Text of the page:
Dr Nathaniel Appleton was one of the first port physicians in Boston, serving in that position from 1788 to 1789. Dr Appleton like most boys with aspirations to attend Harvard went to the town’s Latin school which he entered in 1762. He graduated from Harvard in 1772 and two years later he went to work for Dr. Edward Augustus Holyoke, a cousin to his father who had his practice in Salem. With the exception of brief service as a surgeon’s mate at the siege of Boston, spent the next three years working for Holyoke. The Revolutionary War had a profound impact on medical practices in Boston. Prior to the war there were 21 physicians in Boston but after the British evacuation in the spring of 1776 only nine physicians had a practice there. Physicians were an unregulated profession prior to the war and he was mindful of the dangers such a situation posed to apprentice physicians like himself. Under the guidance of Holyoke, he played a central role in the creation of the Massachusetts Medical Society as its recording secretary. In that capacity he played a key role on various committees dealing with the qualifications for medical licensing and establishing the seal of the organization. He was never considered one of the most prominent physicians in Boston but was still a leader and he managed to build a devoted following including amongst the town’s selectmen who chose him to inspect vessels for contagious disease. He was a member of the First Church of Boston from 1786to 1787and again from 1789 to 1794. He was elected to the American Academy of Arts and Sciences n 1789.

After a series of illnesses he finally moved to Marietta, Ohio in 1794 and then eventually moved to Washington DC where he caught malaria. He returned to Boston, where he died on April 15, 1795. His obituary exalted him as a “Christian from inquiry and a Patriot from Principle.” His service to Boston’s quarantine program reflected his commitment to public service and this work brought him in touch with a wide range of public officials who came to appreciate his dedication, gentleness of manners and firmness of character.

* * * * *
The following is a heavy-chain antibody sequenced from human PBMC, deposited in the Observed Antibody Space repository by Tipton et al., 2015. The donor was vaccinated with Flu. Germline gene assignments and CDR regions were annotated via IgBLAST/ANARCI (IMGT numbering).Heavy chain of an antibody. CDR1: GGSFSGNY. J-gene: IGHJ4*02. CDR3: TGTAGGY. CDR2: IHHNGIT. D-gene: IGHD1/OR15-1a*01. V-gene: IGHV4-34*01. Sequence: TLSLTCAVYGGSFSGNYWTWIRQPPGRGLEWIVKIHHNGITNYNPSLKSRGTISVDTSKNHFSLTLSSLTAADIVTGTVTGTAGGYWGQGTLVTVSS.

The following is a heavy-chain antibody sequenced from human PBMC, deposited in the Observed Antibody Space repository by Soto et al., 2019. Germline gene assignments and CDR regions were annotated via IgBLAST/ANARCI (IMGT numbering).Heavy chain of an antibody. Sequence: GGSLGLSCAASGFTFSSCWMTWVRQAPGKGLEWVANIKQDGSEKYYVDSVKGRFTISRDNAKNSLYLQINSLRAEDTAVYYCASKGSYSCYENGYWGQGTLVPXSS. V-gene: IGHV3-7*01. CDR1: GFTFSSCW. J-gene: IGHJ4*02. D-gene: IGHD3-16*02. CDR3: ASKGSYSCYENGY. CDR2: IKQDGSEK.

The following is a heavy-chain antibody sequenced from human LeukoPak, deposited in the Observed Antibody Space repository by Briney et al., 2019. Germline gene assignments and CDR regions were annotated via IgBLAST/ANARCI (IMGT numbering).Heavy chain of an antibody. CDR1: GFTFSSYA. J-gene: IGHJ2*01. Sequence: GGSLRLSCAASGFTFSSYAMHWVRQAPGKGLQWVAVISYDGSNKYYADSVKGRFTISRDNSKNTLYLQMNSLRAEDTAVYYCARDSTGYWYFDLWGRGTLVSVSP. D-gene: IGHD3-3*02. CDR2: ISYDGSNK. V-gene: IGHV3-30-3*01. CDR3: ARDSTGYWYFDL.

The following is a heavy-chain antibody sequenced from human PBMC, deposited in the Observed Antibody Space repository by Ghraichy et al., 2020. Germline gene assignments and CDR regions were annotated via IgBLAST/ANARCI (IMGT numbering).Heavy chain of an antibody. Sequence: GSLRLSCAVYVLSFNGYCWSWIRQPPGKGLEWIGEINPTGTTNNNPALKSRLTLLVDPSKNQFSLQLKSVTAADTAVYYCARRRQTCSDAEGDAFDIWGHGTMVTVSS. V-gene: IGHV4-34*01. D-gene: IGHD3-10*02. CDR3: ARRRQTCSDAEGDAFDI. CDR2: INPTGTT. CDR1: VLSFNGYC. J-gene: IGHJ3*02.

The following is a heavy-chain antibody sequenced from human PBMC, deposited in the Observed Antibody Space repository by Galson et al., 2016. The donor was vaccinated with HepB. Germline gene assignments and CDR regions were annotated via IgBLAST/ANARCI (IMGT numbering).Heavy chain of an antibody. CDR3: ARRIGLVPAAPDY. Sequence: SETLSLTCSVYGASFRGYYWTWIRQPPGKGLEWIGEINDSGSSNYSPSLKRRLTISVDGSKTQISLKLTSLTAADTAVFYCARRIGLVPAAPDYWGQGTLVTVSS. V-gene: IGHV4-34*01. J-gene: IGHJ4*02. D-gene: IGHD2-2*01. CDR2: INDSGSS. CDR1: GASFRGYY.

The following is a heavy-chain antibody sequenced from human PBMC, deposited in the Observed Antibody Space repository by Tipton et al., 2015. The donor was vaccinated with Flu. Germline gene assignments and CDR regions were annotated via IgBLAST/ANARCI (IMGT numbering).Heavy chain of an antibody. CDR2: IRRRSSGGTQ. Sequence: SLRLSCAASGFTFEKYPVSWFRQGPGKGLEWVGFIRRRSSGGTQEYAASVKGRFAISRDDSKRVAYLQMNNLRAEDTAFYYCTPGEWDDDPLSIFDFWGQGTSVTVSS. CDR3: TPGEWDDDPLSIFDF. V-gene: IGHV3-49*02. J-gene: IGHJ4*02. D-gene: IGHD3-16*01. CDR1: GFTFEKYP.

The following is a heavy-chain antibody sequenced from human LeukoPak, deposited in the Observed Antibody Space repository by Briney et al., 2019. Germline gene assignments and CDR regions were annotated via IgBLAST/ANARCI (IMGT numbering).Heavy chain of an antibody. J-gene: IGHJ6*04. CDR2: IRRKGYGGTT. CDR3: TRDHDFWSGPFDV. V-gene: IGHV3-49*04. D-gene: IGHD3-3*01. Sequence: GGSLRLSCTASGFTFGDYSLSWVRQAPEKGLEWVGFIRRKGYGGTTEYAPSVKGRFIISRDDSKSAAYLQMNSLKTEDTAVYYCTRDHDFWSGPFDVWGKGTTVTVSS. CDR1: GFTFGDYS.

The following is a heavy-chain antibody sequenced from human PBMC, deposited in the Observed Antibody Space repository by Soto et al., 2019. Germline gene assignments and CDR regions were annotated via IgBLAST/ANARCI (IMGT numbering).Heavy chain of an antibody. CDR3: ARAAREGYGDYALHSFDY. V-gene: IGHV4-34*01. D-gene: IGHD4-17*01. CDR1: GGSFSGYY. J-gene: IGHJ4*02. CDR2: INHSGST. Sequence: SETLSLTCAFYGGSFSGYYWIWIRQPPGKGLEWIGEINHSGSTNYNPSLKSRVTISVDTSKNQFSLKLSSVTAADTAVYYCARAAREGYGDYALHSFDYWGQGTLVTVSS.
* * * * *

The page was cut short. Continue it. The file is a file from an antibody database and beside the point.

To learn about other Port Physicians that worked on Boston's maritime quarantine program, go to the Port Physician blog:

Source: Wright, C. E., & Hanson, E. W. (1999). Biographical sketches of graduates of Harvard University, in the Classes of 1772-1774. Boston, MA: Massachusetts Historical Society.

Joseph Whipple

Years Served: 1789 to 1787

Joseph Whipple, born in 1756, was a student of Joseph Gardiner and later in life served as the secretary of the Massachusetts Medical Society (1802 to 1804). He served as Boston’s first port physician serving from 1779 to 1787. He was a mere 23 years of age at the time of his appointment so it is clear that his affiliation with his mentor, Dr. Gardiner, must have played a role in his assignment. During his tenure as port physician, the Selectmen relied on him to inspect vessels and to provide professional opinions concerning the efficacy of routine decontamination procedures for people and goods. He acquired a large professional business in Boston where he resided. He died September 3, 1804 at the age of forty eight.

To learn about other Port Physicians that worked on Boston's maritime quarantine program, go to the Port Physician blog:

Source: American Quarterly Register, Volume 13, American Educational Society, Boston, 1841, p. 86